Proper commissioning of the energy systems in a commercial building is a key to efficient operation (Koran, 1994; Kjellman et al., 1996; IEA, 2005; Roth et al., 2005). Building commissioning is a quality control process that begins with the early stages of design. Commissioning helps ensure that the design intent is clear and readily tested, that installation is subjected to on-site inspection and that all systems are tested and functioning properly before the building is accepted. A systems manual is prepared to document the owner’s requirements, the design intent (including as-built drawings), equipment performance specifications and control sequences.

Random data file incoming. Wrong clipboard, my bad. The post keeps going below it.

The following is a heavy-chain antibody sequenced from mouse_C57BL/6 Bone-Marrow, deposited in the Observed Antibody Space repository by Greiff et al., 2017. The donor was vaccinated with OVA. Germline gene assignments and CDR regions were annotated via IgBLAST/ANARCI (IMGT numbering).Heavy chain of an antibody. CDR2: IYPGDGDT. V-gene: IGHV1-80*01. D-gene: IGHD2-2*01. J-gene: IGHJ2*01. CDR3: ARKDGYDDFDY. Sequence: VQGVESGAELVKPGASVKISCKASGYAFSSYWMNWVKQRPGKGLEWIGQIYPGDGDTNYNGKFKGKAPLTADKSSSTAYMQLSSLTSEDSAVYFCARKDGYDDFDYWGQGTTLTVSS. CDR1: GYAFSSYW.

Recent results of building commissioning in the USA showed energy savings of up to 38% in cooling and/or 62% in heating and an average higher than 30% (Claridge et al., 2003). A study by Mills et al. (2005) reviewed data from 224 US buildings that had been commissioned or retro-commissioned. The study found that the costs of commissioning new buildings were typically outweighed by construction cost savings due to fewer change orders and that retro-commissioning produced median energy savings of 15% with a median payback period of 8.5 months. It is very difficult to assess the energy benefits of commissioning new buildings due to the lack of a baseline.